Pollution has been a major issue worldwide for years. While there are varying opinions on the impact of pollution on our environment, there is no denying garbage has accumulated in various areas on Earth over the years, including our oceans. This has led to the formation of garbage patches, massive accumulations of garbage found in specific locations in the ocean. Located in ocean gyres, which are systems of circular ocean currents, these patches could have a major impact on our planet's future.
Many areas of the world's oceans are littered with plastic and other substances dumped out from equally polluted rivers, eventually accumulating through tides and currents into these large masses of trash hovering on the water's surface. These trash islands can cause environmental issues and have an especially devastating effect on marine life. These effects range, from negative, direct-impact consequences to gradual ones, such as increasing the environment's level of carbon dioxide through plastics being broken down in an organism's metabolism.
The five biggest ocean garbage patches are located across the globe, found in the Pacific, Atlantic, and Indian Oceans. While the North Pacific patch (or, as it is more widely known, the Great Pacific garbage patch) is the most discussed, explored, and evaluated, the other four patches also contribute to global pollution on a major scale. Scientists and environmentalists are currently at work exploring ways to clean our oceans, often specifically targeting these patches. Below is a list of these five major patches, along with their size, their impact on the environment, and what (if any) efforts are being made to slow their harmful effects and improve ocean health.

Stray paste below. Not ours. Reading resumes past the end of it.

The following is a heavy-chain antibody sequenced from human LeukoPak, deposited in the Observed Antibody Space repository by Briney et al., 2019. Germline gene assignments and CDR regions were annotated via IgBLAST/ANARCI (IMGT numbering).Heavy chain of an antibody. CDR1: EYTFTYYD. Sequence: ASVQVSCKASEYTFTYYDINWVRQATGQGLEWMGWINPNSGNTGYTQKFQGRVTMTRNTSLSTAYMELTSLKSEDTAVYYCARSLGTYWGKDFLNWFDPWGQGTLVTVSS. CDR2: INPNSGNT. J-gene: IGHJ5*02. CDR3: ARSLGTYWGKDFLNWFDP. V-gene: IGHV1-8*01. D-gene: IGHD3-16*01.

The South Atlantic Garbage Patch
Location: South Atlantic Gyre (in the southern portion of the Atlantic Ocean)
Size: The South Atlantic Garbage patch is fairly small in comparison to other patches. This patch covers roughly 276,263 square miles (715,520 square kilometers), has a particular density of 40,000 pieces per kilometer, and contains about 2,860 tons of plastic.
Impact: The projected impact of this patch is difficult to determine; however, many of the same conclusions may be drawn between the larger patches’ environmental effects and what effects may eventually result from this South Atlantic patch, including marine life consumption of plastics and an increase of carbon dioxide output.
Plan for Cleanup: No current plans are in place to clean up this patch specifically, though a Kickstarter campaign was started in 2010 by PhD student Chelsea Rochman to fund an exploration of the South Atlantic and to research solutions to marine pollution; the fundraiser garnered $2,425, surpassing its $2,350 goal.